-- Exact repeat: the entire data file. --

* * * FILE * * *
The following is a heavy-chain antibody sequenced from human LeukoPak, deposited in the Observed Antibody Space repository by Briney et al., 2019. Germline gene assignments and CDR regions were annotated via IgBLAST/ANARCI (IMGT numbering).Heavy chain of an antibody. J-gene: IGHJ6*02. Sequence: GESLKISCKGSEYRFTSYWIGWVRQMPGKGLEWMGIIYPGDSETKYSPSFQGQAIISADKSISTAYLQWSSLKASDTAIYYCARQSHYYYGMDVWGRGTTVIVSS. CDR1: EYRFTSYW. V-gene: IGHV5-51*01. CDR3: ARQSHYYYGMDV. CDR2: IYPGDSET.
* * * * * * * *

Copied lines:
The following is a heavy-chain antibody sequenced from human LeukoPak, deposited in the Observed Antibody Space repository by Briney et al., 2019. Germline gene assignments and CDR regions were annotated via IgBLAST/ANARCI (IMGT numbering).Heavy chain of an antibody. J-gene: IGHJ6*02. Sequence: GESLKISCKGSEYRFTSYWIGWVRQMPGKGLEWMGIIYPGDSETKYSPSFQGQAIISADKSISTAYLQWSSLKASDTAIYYCARQSHYYYGMDVWGRGTTVIVSS. CDR1: EYRFTSYW. V-gene: IGHV5-51*01. CDR3: ARQSHYYYGMDV. CDR2: IYPGDSET.